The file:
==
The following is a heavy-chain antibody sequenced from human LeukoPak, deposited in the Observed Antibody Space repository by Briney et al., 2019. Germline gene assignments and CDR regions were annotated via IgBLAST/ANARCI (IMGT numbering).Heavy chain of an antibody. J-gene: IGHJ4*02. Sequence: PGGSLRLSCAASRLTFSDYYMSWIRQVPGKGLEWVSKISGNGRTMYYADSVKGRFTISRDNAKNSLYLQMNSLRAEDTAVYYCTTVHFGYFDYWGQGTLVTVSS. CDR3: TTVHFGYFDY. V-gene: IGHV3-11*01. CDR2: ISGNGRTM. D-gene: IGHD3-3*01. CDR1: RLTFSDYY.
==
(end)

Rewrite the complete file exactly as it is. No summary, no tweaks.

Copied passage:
The following is a heavy-chain antibody sequenced from human LeukoPak, deposited in the Observed Antibody Space repository by Briney et al., 2019. Germline gene assignments and CDR regions were annotated via IgBLAST/ANARCI (IMGT numbering).Heavy chain of an antibody. J-gene: IGHJ4*02. Sequence: PGGSLRLSCAASRLTFSDYYMSWIRQVPGKGLEWVSKISGNGRTMYYADSVKGRFTISRDNAKNSLYLQMNSLRAEDTAVYYCTTVHFGYFDYWGQGTLVTVSS. CDR3: TTVHFGYFDY. V-gene: IGHV3-11*01. CDR2: ISGNGRTM. D-gene: IGHD3-3*01. CDR1: RLTFSDYY.